Jay Livingston - Shake Shack  32:32

It's been one of the smartest things I've ever done, frankly, and I tell you early, why start doing it. I'll tell you a quick story. I met with this really well known venture capitalist in New York and I told him my philosophy, I said, I'm going to set aside a bunch of money, like a bucket of money. And I'm going to invest in these cash flowing solid businesses that sort of fly under the radar that people maybe miss might have really good fundamentals. And he looked at me he's like, that is the worst thing you can do. That's a terrible strategy. Or say, What do you mean, it's terrible strategy said, first of all, if you're going to just go after cash flowing businesses, those things, you're going to compete in New York City with a lot of the best investors in the world, including like me, that are going to be much better at investing those businesses than you are. He said, you should be investing in the most interesting businesses and the most interesting founders in spaces that you're passionate about. And then developing friendships, relationships, experiences within those spaces that you're interested about, right, the money off. And if you make money, great, if you ever make for money, any money on that, but but the true benefit you'll get out of that is all of those relationships, and being exposed to all these tabbies talented people that are doing these cutting edge things, because you'll apply that to your career. That was amazing advice. And it really changed the way I thought about the investments I was making, doesn't mean you chase the sexy stuff. But you chase things that super talented people that are just doing things that are you're really authentically interested in. So doing that has exposed me to so many, so many new ways of thinking. And you know, the way you do it is I think everybody in today's world thinks about having a side hustle or to like what do you want to do in your spare time and helping a couple of businesses and by helping it can be your advice, and sometimes your money really can open that up? What are you interested in? If you love cars? What are some businesses in the automotive space that you might be able to help a little bit with their marketing and then invest in them on the side if you love food, right? We know the food space is full of alternative investing, whether it was plant based proteins, whether it was new restaurant technology, you name it. So I think keeping your eye out of those things and reach out to a target. If you see some cool startup that you've heard about reach out and say can I help you with your marketing a little bit? And that's just a great way to start. I think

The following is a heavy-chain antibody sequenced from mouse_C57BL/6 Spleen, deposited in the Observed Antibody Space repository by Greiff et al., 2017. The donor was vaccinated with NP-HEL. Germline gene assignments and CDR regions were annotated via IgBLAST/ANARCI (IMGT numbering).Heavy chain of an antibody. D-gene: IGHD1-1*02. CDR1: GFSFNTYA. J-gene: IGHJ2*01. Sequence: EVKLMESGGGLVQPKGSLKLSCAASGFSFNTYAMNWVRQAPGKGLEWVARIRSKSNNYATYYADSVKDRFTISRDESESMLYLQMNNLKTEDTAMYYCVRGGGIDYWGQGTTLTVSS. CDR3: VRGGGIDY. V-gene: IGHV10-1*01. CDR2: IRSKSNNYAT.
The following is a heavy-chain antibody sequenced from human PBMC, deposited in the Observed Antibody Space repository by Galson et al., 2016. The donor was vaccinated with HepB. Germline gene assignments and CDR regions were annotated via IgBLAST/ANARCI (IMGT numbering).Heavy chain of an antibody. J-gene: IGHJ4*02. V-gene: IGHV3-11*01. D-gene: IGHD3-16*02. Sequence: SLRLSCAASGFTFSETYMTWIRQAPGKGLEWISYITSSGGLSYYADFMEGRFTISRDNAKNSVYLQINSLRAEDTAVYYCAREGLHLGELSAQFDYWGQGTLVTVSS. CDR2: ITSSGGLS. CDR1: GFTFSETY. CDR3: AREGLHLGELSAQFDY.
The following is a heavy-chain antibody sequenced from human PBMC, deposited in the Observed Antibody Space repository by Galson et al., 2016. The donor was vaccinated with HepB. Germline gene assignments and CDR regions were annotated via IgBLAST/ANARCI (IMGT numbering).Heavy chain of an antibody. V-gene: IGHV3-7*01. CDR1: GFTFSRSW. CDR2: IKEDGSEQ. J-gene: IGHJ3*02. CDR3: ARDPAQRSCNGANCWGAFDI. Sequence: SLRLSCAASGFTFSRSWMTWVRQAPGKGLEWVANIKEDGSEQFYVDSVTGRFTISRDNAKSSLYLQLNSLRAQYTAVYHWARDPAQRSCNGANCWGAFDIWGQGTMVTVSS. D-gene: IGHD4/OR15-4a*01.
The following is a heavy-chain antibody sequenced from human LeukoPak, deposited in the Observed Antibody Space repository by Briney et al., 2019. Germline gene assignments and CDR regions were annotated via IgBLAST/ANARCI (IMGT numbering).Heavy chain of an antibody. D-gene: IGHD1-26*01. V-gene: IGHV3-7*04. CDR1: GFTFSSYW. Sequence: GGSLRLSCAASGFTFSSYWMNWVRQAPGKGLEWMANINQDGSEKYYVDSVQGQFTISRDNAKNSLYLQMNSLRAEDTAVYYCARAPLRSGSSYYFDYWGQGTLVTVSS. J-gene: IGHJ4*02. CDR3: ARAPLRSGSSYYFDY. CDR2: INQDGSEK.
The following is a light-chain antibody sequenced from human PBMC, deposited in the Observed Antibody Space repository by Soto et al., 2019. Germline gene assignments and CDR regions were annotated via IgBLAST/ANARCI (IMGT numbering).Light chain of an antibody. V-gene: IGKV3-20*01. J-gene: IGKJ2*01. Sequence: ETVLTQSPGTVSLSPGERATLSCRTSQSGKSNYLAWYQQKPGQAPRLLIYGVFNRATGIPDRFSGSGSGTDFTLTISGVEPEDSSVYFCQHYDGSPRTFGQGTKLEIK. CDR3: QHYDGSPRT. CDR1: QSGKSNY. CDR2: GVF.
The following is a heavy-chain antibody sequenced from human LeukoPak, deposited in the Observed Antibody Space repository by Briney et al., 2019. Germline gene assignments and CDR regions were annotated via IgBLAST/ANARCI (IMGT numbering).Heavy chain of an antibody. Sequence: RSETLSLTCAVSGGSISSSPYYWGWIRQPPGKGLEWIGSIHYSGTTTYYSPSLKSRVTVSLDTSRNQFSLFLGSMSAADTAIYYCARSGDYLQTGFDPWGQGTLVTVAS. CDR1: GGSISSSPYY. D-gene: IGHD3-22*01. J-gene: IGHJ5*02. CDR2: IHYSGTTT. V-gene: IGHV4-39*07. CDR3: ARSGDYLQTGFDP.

Ben Kaplan  34:53

we'll wrap up with this. It's the game we sometimes have played called overrated underrated. I'd love to hear your thoughts on In marketing, what is something whether it's a skill, a practice discipline that you think is overrated? And then what is something else that you think is underrated? We'll start with overrated. What do you think is like marketers talk about, you've been in some meetings about and you just think it has too much emphasis in the marketing mix. What's overrated.

Jay Livingston - Shake Shack  35:19

I think chasing the newest platform of some kind, can be really overrated and distracting for certain businesses.

Ben Kaplan  35:28

I mean, platform you mean like a social media platform? Like what's the new tick tock have something else? Or is that what you mean by platform? Like being someplace that's kind of emerging? Yeah.

Jay Livingston - Shake Shack  35:37